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They are evergreen trees or shrubs from southern hemisphere of gondwanan origin, native to the temperate rainforests. The trees will reach approximately 100 feet (30 m) tall. They have dark to medium green lanceolate lauroid leaves with serrated edges. The leaves have a strong sarsaparilla odor when crushed.[clarification needed] The lumber is used in cabinetry and a tonic is made from the bark of some species, Doryphora aromatica and Doryphora sassafras, which also have insect-repelling properties.
The flowers are white star-shaped. The blooms cover the tree at canopy level in the rainforest.
They are cloud forest plants and need partial shade to full sun with a moist well-drained soil mix. The plants must kept moist at all times. The winter temperature must not fall below 50 °F (10 °C).
Doryphora are propagated by birds that eat the berries. The seed are very small and germinate in 80–100 days at 70 °F (21 °C).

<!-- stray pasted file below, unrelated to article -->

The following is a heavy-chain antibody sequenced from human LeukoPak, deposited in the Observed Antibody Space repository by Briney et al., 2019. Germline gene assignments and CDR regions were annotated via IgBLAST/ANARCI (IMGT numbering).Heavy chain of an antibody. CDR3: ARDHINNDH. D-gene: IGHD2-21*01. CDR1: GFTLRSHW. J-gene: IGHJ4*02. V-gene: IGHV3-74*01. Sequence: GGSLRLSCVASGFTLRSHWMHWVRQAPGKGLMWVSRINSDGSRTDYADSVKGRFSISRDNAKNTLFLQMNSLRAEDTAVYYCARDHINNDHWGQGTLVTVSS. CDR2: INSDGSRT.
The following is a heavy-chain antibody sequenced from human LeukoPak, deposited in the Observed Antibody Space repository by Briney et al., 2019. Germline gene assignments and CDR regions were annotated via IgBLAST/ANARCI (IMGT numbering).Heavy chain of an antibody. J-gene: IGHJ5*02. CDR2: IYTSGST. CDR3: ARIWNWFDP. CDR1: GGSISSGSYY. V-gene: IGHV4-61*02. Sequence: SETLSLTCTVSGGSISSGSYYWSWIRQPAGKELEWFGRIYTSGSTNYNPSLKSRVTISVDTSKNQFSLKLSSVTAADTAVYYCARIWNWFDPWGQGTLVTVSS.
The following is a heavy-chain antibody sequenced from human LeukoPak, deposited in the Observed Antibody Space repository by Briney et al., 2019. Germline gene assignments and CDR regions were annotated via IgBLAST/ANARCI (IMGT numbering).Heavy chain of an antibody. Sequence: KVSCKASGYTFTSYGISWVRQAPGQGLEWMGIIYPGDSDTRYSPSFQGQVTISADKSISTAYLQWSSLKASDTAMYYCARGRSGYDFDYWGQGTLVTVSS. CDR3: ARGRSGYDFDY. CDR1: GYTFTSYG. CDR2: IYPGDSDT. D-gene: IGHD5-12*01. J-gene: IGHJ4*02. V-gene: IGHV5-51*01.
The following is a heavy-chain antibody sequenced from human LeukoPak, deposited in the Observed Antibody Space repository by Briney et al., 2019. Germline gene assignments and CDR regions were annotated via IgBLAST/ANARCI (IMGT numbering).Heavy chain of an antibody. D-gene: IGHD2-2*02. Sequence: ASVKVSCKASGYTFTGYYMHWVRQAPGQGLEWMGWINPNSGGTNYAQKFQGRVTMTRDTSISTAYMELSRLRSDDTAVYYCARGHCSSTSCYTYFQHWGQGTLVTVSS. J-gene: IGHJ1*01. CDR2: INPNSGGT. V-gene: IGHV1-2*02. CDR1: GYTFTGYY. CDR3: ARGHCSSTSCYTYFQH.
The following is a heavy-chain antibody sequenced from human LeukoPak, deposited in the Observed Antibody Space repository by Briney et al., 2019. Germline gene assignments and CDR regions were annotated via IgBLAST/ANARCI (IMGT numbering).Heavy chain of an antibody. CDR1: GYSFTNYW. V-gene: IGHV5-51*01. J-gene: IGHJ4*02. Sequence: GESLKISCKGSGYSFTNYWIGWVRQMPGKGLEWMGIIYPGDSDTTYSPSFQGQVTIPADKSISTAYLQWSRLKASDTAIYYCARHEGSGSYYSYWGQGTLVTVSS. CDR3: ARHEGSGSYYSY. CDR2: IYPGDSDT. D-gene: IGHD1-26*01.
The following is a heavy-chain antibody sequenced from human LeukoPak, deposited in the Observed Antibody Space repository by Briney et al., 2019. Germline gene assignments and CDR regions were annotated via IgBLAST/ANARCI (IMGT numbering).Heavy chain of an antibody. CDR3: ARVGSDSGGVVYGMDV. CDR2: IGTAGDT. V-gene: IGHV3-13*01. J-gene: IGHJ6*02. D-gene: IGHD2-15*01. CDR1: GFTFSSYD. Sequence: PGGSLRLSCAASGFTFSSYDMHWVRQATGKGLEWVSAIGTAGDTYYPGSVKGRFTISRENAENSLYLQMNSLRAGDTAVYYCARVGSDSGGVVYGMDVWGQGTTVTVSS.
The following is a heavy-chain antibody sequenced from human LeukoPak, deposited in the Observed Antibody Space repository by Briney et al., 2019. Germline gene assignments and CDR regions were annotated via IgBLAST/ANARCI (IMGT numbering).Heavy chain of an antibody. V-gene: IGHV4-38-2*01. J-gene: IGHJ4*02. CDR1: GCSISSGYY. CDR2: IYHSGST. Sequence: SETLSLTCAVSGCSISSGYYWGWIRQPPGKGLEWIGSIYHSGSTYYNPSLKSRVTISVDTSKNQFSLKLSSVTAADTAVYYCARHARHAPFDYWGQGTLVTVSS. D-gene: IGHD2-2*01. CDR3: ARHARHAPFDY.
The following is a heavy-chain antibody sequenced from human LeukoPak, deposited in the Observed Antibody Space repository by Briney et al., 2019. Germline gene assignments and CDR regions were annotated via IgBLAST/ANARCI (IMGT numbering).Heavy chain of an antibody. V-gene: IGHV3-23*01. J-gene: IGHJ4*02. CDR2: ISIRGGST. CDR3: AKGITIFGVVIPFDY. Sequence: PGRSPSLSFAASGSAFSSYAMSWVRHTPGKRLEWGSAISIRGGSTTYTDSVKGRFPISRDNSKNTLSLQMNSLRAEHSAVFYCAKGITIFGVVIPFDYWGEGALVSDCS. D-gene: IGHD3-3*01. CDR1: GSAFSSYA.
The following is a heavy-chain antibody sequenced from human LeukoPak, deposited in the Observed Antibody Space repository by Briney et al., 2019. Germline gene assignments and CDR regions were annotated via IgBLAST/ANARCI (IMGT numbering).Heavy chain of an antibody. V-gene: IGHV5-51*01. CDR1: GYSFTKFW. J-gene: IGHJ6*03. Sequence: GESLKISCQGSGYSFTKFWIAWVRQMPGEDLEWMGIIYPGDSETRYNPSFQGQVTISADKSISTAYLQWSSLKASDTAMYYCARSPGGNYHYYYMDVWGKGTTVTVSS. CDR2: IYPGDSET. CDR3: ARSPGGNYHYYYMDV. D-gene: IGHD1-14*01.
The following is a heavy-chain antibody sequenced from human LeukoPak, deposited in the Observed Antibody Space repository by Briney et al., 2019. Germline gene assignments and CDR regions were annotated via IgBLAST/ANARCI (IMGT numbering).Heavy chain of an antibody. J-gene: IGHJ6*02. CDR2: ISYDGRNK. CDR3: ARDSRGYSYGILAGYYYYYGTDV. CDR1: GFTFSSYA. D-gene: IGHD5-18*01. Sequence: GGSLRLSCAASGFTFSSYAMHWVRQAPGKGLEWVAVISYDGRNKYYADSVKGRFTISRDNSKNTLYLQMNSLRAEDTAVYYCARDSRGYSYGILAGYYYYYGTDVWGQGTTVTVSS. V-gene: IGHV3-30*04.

This genus originated in the Antarctic flora, and shares plant species with South America, New Caledonia, Tasmania and Australia, in habitats of cloud forest and temperate rainforest. It was in the Cretaceous that angiosperm flora colonized New Zealand and New Caledonia, from South America, along the Antarctic margin of Gondwana, with species as Nothofagus and Proteaceae. They are yet umbrófila plants in forest or rainforest in place like New Caledonia.
The genus includes plants with vicariant species that fulfil the same ecological role in other areas. The role of Nothofagus and Podocarpaceae was occupied by the Taxus and various oaks in other places.[clarification needed]
- Doryphora aromatica (Bailey) L.S.Sm. (northeast Queensland)
- Doryphora sassafras Endl. (east Queensland and New South Wales)
- Doryphora austro-caledonica Seem.
- Doryphora vieillardi Baill. (New Caledonia)
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